2. A. Common organisms associated with peritonsillar abscess include the following: Streptococcus pyogenes (most common aerobic), Staphylococcus aureus, Haemophilus influenzae, Neisseria species, Fusobacterium (the most common anaerobic), Peptostreptococcus, Prevotella, and Bacteroides. For most abscesses, a mixed profile of both aerobic and anaerobic organisms proliferates. The final culture in the case above was positive for Streptococcus viridans, negative for anaerobic organisms.


3. B. IV antibiotics should be started. Unasyn, Zosyn, clindamycin, a combination of penicillin G and metronidazole, are all good options for treatment of inpatient peritonsillar abscess. Mainstay of therapy is needle aspiration or incision and drainage, which in this case should be performed by ENT. The patient has a large peritonsillar abscess and an airway measuring 1 cm in diameter at the narrowest point, thus, the patient should be admitted. A medicine floor admission is an appropriate disposition. ICU is not indicated at this time, as the patient is stable and not showing signs of respiratory distress. He is neither hypoxic nor tachypneic. Physical exam demonstrates a comfortable, well appearing male. In general, peritonsillar abscesses do not take such an indolent course as described in the case above.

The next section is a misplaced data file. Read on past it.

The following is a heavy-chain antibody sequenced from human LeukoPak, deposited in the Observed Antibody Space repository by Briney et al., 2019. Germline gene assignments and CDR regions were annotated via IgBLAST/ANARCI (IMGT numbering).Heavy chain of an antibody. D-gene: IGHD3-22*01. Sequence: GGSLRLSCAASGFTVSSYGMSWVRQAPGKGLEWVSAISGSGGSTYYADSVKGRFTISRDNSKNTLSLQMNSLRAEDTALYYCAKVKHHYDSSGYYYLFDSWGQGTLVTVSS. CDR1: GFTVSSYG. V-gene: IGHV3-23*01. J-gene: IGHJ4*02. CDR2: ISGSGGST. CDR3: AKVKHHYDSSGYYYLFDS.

Steyer, Terrence E. Peritonsillar Abscess: Diagnosis and Treatment. Am Fam Physician. 2002; Jan 65(1):93-97.
Marx, John A, et al. Rosen’s Emergency Medicine, 7th Ed. Philadelphia: Mosby Elsevier, 2010. Print.